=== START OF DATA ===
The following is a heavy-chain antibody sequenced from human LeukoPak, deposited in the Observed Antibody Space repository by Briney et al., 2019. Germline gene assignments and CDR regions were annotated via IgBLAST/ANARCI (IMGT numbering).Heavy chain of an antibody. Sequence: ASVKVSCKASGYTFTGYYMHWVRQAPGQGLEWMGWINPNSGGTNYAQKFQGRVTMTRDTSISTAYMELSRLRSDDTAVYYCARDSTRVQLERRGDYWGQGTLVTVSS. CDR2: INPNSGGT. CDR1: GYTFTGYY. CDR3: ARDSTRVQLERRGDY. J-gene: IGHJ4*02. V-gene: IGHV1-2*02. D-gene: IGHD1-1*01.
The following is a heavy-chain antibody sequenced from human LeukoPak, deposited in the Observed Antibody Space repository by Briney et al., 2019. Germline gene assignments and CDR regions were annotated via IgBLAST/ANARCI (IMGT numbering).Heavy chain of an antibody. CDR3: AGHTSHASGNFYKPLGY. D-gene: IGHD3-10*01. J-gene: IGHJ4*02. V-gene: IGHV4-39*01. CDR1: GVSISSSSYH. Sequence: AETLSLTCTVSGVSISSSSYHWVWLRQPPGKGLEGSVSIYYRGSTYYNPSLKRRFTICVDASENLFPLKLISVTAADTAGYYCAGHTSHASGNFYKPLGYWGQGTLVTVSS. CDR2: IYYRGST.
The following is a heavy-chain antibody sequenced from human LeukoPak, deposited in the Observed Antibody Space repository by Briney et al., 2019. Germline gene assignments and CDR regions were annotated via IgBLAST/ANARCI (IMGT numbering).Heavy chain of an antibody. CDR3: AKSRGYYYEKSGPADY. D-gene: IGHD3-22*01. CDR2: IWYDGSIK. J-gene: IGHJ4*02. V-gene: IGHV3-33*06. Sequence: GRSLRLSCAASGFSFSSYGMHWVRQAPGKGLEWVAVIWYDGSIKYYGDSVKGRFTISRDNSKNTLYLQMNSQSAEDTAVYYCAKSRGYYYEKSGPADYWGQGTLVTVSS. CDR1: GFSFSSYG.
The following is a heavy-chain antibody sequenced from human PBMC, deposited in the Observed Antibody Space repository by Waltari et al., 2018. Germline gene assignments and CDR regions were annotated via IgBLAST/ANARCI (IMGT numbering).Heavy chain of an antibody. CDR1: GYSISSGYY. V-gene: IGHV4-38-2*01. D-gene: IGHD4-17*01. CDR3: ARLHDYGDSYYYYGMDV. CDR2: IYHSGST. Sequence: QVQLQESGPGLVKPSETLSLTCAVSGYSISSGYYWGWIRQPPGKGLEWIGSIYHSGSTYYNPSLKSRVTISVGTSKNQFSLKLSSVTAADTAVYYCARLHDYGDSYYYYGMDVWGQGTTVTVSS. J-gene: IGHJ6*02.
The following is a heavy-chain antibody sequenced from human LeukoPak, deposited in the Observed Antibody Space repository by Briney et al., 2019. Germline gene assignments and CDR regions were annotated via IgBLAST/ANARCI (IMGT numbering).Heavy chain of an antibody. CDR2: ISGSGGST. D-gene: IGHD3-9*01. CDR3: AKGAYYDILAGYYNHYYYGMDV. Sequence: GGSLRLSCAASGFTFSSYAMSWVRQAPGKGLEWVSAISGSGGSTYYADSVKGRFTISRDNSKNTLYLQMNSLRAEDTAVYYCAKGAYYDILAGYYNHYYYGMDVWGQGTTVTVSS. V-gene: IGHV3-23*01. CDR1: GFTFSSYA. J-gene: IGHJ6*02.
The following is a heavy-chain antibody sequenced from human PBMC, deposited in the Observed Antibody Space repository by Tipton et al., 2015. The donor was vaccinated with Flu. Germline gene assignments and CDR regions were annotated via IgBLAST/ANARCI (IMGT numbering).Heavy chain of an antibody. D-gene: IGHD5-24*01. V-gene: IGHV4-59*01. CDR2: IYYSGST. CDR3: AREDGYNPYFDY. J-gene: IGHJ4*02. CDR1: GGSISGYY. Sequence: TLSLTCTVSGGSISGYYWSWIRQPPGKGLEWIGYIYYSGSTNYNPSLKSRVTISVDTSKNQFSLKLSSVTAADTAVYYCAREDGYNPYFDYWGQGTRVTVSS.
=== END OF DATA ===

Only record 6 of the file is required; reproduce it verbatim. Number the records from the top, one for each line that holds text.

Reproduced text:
The following is a heavy-chain antibody sequenced from human PBMC, deposited in the Observed Antibody Space repository by Tipton et al., 2015. The donor was vaccinated with Flu. Germline gene assignments and CDR regions were annotated via IgBLAST/ANARCI (IMGT numbering).Heavy chain of an antibody. D-gene: IGHD5-24*01. V-gene: IGHV4-59*01. CDR2: IYYSGST. CDR3: AREDGYNPYFDY. J-gene: IGHJ4*02. CDR1: GGSISGYY. Sequence: TLSLTCTVSGGSISGYYWSWIRQPPGKGLEWIGYIYYSGSTNYNPSLKSRVTISVDTSKNQFSLKLSSVTAADTAVYYCAREDGYNPYFDYWGQGTRVTVSS.